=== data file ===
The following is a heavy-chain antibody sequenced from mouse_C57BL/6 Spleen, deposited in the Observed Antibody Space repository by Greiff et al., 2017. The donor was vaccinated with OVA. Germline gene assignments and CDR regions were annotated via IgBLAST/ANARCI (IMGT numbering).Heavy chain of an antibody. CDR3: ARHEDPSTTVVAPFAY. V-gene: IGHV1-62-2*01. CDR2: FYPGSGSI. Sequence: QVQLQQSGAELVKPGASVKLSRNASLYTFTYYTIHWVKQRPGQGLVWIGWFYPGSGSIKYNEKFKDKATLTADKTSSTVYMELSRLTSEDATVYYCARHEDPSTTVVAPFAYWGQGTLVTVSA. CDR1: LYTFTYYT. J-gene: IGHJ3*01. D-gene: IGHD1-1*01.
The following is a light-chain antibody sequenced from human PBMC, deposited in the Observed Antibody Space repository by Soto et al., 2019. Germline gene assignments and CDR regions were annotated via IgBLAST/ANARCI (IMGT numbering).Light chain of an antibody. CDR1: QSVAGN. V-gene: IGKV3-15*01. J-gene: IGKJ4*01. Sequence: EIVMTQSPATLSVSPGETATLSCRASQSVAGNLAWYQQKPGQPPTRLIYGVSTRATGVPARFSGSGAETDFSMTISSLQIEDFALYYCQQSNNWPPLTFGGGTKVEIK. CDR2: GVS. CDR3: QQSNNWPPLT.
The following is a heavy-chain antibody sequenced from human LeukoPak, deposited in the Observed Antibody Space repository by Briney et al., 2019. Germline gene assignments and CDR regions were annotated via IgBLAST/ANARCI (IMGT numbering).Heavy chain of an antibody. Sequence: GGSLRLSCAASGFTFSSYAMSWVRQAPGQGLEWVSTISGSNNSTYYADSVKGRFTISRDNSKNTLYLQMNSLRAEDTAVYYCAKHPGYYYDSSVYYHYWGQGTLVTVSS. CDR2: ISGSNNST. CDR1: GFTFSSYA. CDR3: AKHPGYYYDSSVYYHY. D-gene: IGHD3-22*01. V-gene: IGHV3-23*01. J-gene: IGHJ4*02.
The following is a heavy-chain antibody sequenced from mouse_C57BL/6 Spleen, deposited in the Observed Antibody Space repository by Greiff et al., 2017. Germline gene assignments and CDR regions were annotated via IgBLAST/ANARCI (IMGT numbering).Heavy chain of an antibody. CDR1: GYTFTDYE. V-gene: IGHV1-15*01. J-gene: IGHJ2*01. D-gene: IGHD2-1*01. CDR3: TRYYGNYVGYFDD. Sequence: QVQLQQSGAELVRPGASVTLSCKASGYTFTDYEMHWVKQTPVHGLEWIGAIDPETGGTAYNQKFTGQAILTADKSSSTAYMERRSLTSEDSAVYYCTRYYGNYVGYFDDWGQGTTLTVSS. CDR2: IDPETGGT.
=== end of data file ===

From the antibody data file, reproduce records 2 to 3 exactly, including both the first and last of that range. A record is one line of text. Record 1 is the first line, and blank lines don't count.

The following is a light-chain antibody sequenced from human PBMC, deposited in the Observed Antibody Space repository by Soto et al., 2019. Germline gene assignments and CDR regions were annotated via IgBLAST/ANARCI (IMGT numbering).Light chain of an antibody. CDR1: QSVAGN. V-gene: IGKV3-15*01. J-gene: IGKJ4*01. Sequence: EIVMTQSPATLSVSPGETATLSCRASQSVAGNLAWYQQKPGQPPTRLIYGVSTRATGVPARFSGSGAETDFSMTISSLQIEDFALYYCQQSNNWPPLTFGGGTKVEIK. CDR2: GVS. CDR3: QQSNNWPPLT.
The following is a heavy-chain antibody sequenced from human LeukoPak, deposited in the Observed Antibody Space repository by Briney et al., 2019. Germline gene assignments and CDR regions were annotated via IgBLAST/ANARCI (IMGT numbering).Heavy chain of an antibody. Sequence: GGSLRLSCAASGFTFSSYAMSWVRQAPGQGLEWVSTISGSNNSTYYADSVKGRFTISRDNSKNTLYLQMNSLRAEDTAVYYCAKHPGYYYDSSVYYHYWGQGTLVTVSS. CDR2: ISGSNNST. CDR1: GFTFSSYA. CDR3: AKHPGYYYDSSVYYHY. D-gene: IGHD3-22*01. V-gene: IGHV3-23*01. J-gene: IGHJ4*02.